How Do You Know If You Have Diabetic Nerve Damage?
Diabetes is a disease that doesn't discriminate—the damage it causes often takes place throughout the body. And one of the things the disease attacks is your nerves. About 60 to 70 percent of diabetics suffer some type of nerve damage, or neuropathy, according to the National Institute of Diabetes and Digestive and Kidney Diseases. And the most likely to have it are people who've had diabetes for at lesat 25 years, who are overweight, who have high blood pressure, or who have trouble controlling their blood-sugar levels.
While doctors cannot always pinpoint exactly how diabetes causes nerve damage, some of the most likely culprits, either singly responsible or working in combination, include high blood sugar and other metabolic factors such as high levels of blood fats and low levels of insulin; vascular difficulties affecting the delivery of oxygen and nutrients to nerves; and autoimmune problems that cause nerve inflammation.
How do you know if you've got diabetic neuropathy? The first symptom of nerve damage is often numbness, tingling or pain in the feet, although some diabetics with nerve damage may never notice any symptoms at all. Symptoms may start gradually and build over time, or they may come on suddenly and aggressively. Typically, they include:
- numbness, tingling and pain in the legs and feet (this is the most common type of diabetic neuropathy, and it's why experts recommend that diabetics get thorough foot exams each year)
- numbness, tingling and pain in the arms, hands, and fingers
- atrophying of the foot and hand muscles
- gastrointestinal distress
- dizziness due to blood-pressure drops
- urinary problems
- erectile difficulties
Diabetic neuropathy also can cause blindness as nerves in the eyes deteriorate, can affect bladder and bowel function, and can even alter the way you sweat.
The best way to prevent diabetic neuropathy? Keep your blood-sugar levels as steady as possible and in the normal range. This will go a long way toward maintaining your health and your normal sensory and bodily functions. But if you've already suffered some type of nerve damage, see your doctor. Your treatment will depend upon the type of nerve damage you have, as there are too many variables for one standard treatment to apply to everyone.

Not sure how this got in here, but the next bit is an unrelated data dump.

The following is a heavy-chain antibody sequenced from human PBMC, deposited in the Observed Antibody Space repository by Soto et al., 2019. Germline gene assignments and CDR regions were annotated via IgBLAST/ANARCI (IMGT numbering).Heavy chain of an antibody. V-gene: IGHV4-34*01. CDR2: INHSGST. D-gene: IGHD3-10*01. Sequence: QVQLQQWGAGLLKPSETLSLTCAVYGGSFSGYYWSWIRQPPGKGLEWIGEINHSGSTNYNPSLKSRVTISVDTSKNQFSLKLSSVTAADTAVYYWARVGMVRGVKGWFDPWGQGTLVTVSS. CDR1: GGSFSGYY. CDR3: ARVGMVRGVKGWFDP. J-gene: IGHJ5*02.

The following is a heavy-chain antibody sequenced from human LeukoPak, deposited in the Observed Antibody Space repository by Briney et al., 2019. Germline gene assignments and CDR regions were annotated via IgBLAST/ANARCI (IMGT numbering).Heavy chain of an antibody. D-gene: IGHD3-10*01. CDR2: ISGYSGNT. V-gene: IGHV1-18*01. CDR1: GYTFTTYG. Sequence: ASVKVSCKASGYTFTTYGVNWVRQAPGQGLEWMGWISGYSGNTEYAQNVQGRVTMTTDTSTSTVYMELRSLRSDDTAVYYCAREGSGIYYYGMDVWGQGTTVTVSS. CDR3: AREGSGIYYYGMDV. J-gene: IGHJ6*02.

Sign Up for Free Newsletters
Ask Your Doctor the RIGHT Questions!
the most from your doctor visit.
Emailed right to you!
The Ask Your Doctor email series
may contain sponsored content.
18+, US residents only please.
Explore Original Articles About...
Get the MOST from QualityHealth
- Top Searches
- 1. Arthritis Management: Nature Heals
- 2. 5 Digestive To-Dos
- 3. Men: Should You Shave It or Leave It?
- 4. Today's Top Fitness Trends
- 5. Sugar and Osteoarthritis : The Link
- 6. Can't Afford Your Hospital Bills?
- 7. Stay Energized All Day Long
- 8. Phobias: Who Has Them and Why?
- 9. What If Your EpiPen Fails?
- 10. 5 Costly Medical Billing Mistakes
- 1. Hotter Temperatures Linked To Kidney Stones
- 2. Summer Bug Bites: What to Look For
- 3. Skin Health Advice with Dr. Kenneth Beer
- 4. Summer Safety Tips That Every Parent Needs To Know
- 5. Sugar and Your Immunity System
- 6. Do Weight Loss Supplements Work?
- 7. 5 Super Foods for Spring
- 8. The Hazards of Reusable Bags
- 9. How to Avoid Ingrown Hairs
- 10. Health Tip: Constantly Change Shoes
- 1. 4 Common Treatments for Epilepsy
- 2. What Does a Urogynecologist Do?
- 3. GERD Without Heartburn? It's Possible
- 4. Graston Technique: Can It Work on You?
- 5. Music Therapy Can Help Autism
- 6. 8 Ways to Fight MS-Related Fatigue
- 7. Can You Still Bleed After Menopause?
- 8. Be Your Own Health Care Advocate
- 9. Why Is Syphillis on the Rise?
- 10. Ideal Weight vs. Happy Weight
The material on the QualityHealth Web site is for informational purposes only, and is not a substitute for medical advice, diagnosis, or treatment provided by a physician or other qualified health provider. See additional information.